In reading the latest editorial in The Southern Cross, titled "Drinking and Driving", I couldn't help but consider the difference in approach that this editorial took, in comparison to the editorial about Bishop Cawcutt on 24 July 2004, titled “A dangerous precedent”.
In the editorial on Bishop Cawcutt, the editor seemed extremely annoyed that the Cape Town Bishop's resignation was accepted by Rome. I do not know the full details of the events that led to the bishop's resignation, only that it apparently involved the Internet and pornographic / vulgar content. It’s not important.
What is important is that the editor of The Southern Cross at that time criticised what he called a "conglomerates of Catholics who consider it suitable to pursue a bishop’s resignation with undue vigour."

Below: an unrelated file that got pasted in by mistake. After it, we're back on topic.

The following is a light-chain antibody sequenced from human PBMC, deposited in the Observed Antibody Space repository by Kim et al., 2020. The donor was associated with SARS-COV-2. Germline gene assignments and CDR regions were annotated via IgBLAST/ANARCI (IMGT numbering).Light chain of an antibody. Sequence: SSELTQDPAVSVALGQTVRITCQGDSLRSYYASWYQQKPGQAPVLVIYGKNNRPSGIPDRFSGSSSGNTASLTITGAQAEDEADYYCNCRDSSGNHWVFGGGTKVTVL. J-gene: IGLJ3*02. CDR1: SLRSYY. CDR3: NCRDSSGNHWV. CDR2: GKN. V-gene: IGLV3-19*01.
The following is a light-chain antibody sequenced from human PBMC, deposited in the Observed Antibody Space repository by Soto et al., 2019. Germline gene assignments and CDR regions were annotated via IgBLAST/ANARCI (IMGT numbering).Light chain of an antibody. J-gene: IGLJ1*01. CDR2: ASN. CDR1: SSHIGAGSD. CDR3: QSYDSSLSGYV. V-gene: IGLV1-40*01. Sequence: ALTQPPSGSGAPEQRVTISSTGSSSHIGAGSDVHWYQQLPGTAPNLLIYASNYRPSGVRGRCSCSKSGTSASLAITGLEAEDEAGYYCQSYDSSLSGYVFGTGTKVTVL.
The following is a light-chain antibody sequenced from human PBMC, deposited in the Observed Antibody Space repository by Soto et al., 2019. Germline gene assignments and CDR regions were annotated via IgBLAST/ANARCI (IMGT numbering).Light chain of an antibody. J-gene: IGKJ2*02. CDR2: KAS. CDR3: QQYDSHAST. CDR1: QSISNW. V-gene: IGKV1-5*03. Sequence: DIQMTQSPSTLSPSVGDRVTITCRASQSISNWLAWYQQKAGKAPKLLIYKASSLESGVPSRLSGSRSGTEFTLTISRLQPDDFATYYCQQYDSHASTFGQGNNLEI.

Now I ask you, what is the editor doing with this Archbishop Cordileone matter? Was it even necessary to base an entire editorial on his drink driving offence? I mean really, I can think of a dozen events that would deserve a full editorial at this time. The Marikana massacre could be one: allegations that miners may have been executed by police; exceptionally poor living and working conditions of the miners; miners charged with an apartheid law...
Sigh… oh well.